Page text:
Using waxed yellow hemp thread, embroidery thread or similar, wrap the end of the reed carefully up to 25mm above the end of the staple (should be just past the reed shoulders). You can start from the very end of the staple, but I usually leave some of the staple bare and add a few turns of loose waxed hemp later when its ready to be fitted in a chanter. (I have now started putting a few turns of PTFE or plumber's tape on before the thread, which makes the finished reed beautifully airtight).

wrapping the reed varnishing the wrapping ready for scraping

The wrapping needs to be made airtight by coating with a mixture of knotting and shellac, or varnish. I use two coats of brush on superglue. I have tried nail varnish, but found it wasn't particularly airtight. Perhaps some of it is designed to be breathable. Again, this is something you can experiment with.
Leave until absolutely dry.



Now you are ready for the hard part!

Scraping the reed
I use 240 grit wet and dry paper to begin with, and a sharp straight bladed craft. knife. A combination of sanding and scraping removes the excess material from the reed blades, and regulates the shape and size of the scrape area. I keep the reed close to me, and hold the knife near the blade for extra control. Put the wet and dry paper on a flat surface. Alternate between sanding, holding the staple with the thumb and second finger, and your first finger over the top half of the reed, and scraping with the knife blade. Keep turning the reedand work on both sides equally. The reed blades will begin to thin and flex, and flatten between your finger and the flat surface. Hold the reed up to a strong light at frequent intervals to check on progress. Take care when scraping near the middle of the reed blade, just as it begins to curve out and back towards the staple end. It is quite easy to be a little too enthusiastic, making weak spots which are too thin, and the reed will be spoiled.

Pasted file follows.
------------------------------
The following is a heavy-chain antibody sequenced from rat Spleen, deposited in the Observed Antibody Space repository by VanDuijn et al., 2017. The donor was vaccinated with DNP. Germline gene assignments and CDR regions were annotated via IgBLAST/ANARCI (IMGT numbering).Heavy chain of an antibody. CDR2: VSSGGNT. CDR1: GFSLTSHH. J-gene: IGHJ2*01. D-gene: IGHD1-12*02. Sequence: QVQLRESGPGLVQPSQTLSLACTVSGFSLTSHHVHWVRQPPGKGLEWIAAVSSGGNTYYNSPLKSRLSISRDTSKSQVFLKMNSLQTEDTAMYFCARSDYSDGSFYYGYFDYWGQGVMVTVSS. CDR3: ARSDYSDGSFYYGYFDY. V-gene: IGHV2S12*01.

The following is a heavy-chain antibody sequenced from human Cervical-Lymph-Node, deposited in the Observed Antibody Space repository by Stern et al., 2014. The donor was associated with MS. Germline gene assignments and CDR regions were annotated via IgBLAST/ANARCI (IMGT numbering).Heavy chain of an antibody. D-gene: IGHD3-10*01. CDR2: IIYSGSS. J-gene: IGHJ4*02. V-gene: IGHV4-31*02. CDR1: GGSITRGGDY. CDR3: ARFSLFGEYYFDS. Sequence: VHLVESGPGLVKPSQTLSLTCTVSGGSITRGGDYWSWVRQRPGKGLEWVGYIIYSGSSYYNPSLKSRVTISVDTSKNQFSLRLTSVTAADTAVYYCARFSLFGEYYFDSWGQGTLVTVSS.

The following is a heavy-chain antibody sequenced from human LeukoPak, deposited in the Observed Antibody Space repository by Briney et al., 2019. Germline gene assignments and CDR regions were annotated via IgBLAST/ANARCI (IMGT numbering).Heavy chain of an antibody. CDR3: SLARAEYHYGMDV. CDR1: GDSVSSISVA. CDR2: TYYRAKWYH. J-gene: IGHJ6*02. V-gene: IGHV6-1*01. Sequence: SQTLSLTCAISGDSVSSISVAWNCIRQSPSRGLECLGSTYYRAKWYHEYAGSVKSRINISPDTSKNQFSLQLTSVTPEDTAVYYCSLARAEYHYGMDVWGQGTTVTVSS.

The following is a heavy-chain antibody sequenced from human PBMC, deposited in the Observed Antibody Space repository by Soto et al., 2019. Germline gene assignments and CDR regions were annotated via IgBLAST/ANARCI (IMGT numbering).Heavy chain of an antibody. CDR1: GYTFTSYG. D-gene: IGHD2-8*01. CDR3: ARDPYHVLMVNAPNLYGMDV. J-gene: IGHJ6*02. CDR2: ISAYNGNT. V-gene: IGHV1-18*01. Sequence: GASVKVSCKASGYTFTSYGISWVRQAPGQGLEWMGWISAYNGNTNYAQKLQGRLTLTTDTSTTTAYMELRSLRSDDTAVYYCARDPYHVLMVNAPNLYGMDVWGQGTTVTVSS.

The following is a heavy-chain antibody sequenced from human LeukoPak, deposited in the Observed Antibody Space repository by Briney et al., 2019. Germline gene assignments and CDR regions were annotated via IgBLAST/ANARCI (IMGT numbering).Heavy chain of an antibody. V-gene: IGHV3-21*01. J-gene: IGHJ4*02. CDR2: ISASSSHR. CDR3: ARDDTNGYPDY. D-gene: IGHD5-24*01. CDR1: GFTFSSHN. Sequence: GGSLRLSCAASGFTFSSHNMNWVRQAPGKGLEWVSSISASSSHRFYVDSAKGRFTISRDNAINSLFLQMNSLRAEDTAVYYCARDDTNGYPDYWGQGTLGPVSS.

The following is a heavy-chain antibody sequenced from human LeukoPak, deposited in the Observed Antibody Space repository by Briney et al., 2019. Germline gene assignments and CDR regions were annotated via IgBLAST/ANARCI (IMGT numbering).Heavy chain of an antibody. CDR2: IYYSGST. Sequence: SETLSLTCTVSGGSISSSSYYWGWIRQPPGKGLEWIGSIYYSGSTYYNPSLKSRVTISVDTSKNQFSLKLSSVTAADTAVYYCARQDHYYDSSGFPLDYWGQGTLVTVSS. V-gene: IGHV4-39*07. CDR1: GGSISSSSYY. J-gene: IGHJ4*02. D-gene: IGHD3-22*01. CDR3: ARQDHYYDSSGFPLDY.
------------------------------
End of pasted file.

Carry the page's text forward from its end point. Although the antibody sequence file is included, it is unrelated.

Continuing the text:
USING A DIAGONAL SCRAPING TECHNIQUE HELPS TO PREVENT OVER THINNIN OF THE MIDDLE AND LOWER SECTION OF THE REED

rubbing on wet & dry paper scraping with knife blade thinned reed blade starts to flex

Once the reed blades start to flex and flatten to your satisfaction, (sorry, this is a case of trial and error, and practice), twist a piece of wire around the cane part just above the wrapping and secure the ends. This is the bridle. It can be used to make adjustments to the reed aperture. Use pliers over the bridle to gently squeeze the reed blades together. (I use two turns of tinned copper wire, 22 SWG, but some may prefer one or more turns of thinner or thicker wire).

adding the bridle securing the bridle squeezing bridle

Continue with some gentle sanding (400 or 600 grit wet and dry) and scraping if necessary, then trim the end of the reed with a sharp blade, so that the total length of the reed is 51mm. Use the reflection in the knife again to ensure you are cutting squarely. I use a small cutting block for this job. Continue sanding and scraping, checking against the light.

trimming the reed to length the end of the reed after trimming
continue sanding........ ........and scraping

Open up the reed aperture a little by squeezing the sides of the bridle and check that the "lips" of the reed are not getting too thin. The reed will begin to "crow" when sucked (blow the dust out first!). Unlike Highland Bagpipe reeds, these reeds must not be exposed to moisture. Take great care not to over thin, especially the tip of the reed. Again, only trial and error and a lot of practice will tell you how to proceed at this stage.

opening the reed aperture finished scrape

The finished reed sounds 'C' sharp when sucked.


Small quantities of good quality reed cane can be obtained from:

http://www.windcraft.co.uk

The Lowland and Border Pipers' Society has some very useful reedmaking resources.

Richard & Anita Evans

Makers of Northumbrian and Scottish Smallpipes